Beth Krommes’ beautiful scratchboard illustrations have won her a Caldecott Medal, and today she is talking with us about her most recent book, Swirl by Swirl: Spirals in Nature, which has won her my heart!
1. Hi, Beth! When I told my daughter we could ask you ANYTHING, she quickly asked for “any tips, like for drawing really well, because I don’t.” I think she draws beautifully, but DO you have any tips for drawing really well?
I was in 3rd grade when I discovered that I liked to draw. My parents bought me a drawing book of pencil sketches of horses, and a drawing pad and pencils. I spent hours laying on top of the pool table in the basement copying the drawings from the book onto my sketch pad. Copying other people’s pictures is a good way to train your eye to really look hard at something and to try to duplicate the technique that the artist used.
2. My daughter particularly noticed and liked that you use lots of overlapping.  How did you learn to do that?
I don’t just draw out of my head when I have to draw a realistic picture of a certain kind of plant or animal, like in “Swirl by Swirl.” I collect reference pictures from library books and images from the internet. When I need to design a picture like the endpapers on “Swirl by Swirl”, I spread all of my reference pictures out in front of me on my drawing table and just start loosely sketching on a large sheet of paper, overlapping the plants and animals. I use my eraser A LOT to change my mind about where something should go. I also start over about three or four times. I have a very full waste-paper bastket at the end of the day.
I work out all of the pictures for a book in detail in pencil before I begin the scratchboard. If you go to the homepage on my website, wwwbethkrommes.com, and read the interview“Seven Impossible Things Before Breakfast”, you will learn much more about the stages of designing a picture book.
3. Do you ever make mistakes, and if you do, do you start over, or work around them?
It is hard to correct mistakes on the scratchboard. If I haven’t scratched too deeply, sometimes I can re-ink over the mistakes and try scratching the picture again. But I often have to start the whole picture over. There is a big picture of a walrus and a hunter in my book “The Lamp, the Ice, and the Boat Called Fish” that I did over seven times.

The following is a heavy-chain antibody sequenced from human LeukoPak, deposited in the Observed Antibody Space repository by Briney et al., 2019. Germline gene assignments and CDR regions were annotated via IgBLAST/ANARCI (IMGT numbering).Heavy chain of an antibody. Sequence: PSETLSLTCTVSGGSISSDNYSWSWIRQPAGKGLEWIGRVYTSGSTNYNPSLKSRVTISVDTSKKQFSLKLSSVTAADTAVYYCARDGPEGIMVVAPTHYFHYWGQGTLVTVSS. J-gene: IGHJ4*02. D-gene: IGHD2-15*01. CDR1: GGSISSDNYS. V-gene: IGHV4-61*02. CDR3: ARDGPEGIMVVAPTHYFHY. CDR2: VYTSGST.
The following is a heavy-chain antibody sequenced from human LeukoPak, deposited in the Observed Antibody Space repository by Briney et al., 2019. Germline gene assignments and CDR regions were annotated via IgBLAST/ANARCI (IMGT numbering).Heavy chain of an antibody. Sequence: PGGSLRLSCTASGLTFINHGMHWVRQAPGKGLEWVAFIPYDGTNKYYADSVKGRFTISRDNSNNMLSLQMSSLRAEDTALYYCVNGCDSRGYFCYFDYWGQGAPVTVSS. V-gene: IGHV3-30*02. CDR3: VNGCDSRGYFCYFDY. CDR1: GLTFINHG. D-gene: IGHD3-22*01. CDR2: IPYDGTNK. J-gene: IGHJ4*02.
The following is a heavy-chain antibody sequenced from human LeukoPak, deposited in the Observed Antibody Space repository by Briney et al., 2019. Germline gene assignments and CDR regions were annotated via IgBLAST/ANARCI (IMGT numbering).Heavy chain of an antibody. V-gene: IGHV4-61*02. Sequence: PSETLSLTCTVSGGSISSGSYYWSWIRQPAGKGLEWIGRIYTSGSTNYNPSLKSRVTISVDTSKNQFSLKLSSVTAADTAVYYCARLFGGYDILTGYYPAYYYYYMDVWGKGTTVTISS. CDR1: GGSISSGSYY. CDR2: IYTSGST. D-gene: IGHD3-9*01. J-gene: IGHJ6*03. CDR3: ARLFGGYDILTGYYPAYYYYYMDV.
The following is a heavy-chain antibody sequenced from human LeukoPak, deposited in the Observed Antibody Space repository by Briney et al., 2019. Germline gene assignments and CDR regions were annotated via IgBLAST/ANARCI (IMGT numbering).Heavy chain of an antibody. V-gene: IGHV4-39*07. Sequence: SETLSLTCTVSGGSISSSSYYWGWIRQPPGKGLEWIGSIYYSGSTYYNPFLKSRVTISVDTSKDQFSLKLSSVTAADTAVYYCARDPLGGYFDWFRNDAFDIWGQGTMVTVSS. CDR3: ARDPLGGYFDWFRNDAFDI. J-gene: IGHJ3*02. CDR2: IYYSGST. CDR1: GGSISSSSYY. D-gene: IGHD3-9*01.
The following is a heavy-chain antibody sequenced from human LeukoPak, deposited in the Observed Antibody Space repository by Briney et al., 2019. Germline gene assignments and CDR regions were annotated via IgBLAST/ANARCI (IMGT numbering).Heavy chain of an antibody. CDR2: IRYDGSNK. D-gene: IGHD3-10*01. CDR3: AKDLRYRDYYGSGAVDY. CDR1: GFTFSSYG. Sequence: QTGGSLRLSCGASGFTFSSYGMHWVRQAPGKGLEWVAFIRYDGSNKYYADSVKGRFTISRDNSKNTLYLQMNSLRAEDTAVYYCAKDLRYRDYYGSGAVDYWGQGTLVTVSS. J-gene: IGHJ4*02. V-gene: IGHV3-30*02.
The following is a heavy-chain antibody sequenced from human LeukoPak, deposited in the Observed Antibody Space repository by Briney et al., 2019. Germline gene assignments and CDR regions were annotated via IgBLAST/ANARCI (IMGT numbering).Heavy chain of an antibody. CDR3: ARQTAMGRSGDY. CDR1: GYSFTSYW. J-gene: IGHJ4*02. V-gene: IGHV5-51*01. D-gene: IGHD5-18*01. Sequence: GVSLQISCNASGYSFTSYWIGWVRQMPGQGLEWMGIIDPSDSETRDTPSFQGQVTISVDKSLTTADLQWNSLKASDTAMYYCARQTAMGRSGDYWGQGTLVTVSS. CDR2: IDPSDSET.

If I have a difficult face to draw on scratchboard, I’ll always do several trials on a small scrap piece of scratchboard first.
4. Sometimes you use lots of color, sometimes just black and white. Why?
An illustrator will do what the text demands. “The House in the Night” was a story about night, so black and white was the way to go. It was the brilliant idea of my editor, Ann Rider, to add the golden highlights to give more zip to the pictures.
“Swirl by Swirl” had to have full color because of all of the plants and animals. I prefer to work in black and white because of my background as a printmaker, but am becoming more comfortable with color the more I work with it.
5. Do you have a favorite swirl from the book, and do you have a favorite swirl that is not in the book?
My favorite pictures in “Swirl by Swirl” are the ocean wave and the tornado. I can’t think of a favorite swirl that is not in the book.
6. Even though the book came out two years ago, do you still see swirls everywhere you look?
I have always been fascinated with the spiral shape and I do see swirls everywhere! I am very proud of “Swirl by Swirl”, because I iniated the project before Joyce Sidman came on board as the author. The idea for the book came from a bunch of puzzles I was designing.  I noticed  all of the designs included spirals. I thought perhaps I could take some of those puzzle designs and turn them into a pre-school shape book about spirals. Ann Rider, my editor, wanted to see a book about spirals in nature–why things in nature are shaped like spirals. I tried to do the writing myself, but it was terrible. Joyce Sidman, also a spiral lover, heard I was working on this project and asked if we could collaborate. I said YES!!!!!! I sent her all of my sketches and notes, and she came up with the text. I had to revamp my sketches considerably, but was thrilled with the structure that her beautiful poetic text gave to the book.